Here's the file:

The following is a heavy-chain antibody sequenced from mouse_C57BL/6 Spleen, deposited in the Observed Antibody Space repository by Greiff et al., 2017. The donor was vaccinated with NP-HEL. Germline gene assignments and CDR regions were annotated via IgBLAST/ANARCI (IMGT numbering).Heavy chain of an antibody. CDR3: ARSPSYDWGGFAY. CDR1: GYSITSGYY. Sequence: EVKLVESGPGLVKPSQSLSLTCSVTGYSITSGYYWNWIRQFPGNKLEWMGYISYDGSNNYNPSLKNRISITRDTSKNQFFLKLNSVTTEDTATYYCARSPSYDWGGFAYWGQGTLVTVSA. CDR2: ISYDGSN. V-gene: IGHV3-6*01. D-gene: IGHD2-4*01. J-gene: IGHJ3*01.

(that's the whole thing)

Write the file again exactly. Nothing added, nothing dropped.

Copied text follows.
The following is a heavy-chain antibody sequenced from mouse_C57BL/6 Spleen, deposited in the Observed Antibody Space repository by Greiff et al., 2017. The donor was vaccinated with NP-HEL. Germline gene assignments and CDR regions were annotated via IgBLAST/ANARCI (IMGT numbering).Heavy chain of an antibody. CDR3: ARSPSYDWGGFAY. CDR1: GYSITSGYY. Sequence: EVKLVESGPGLVKPSQSLSLTCSVTGYSITSGYYWNWIRQFPGNKLEWMGYISYDGSNNYNPSLKNRISITRDTSKNQFFLKLNSVTTEDTATYYCARSPSYDWGGFAYWGQGTLVTVSA. CDR2: ISYDGSN. V-gene: IGHV3-6*01. D-gene: IGHD2-4*01. J-gene: IGHJ3*01.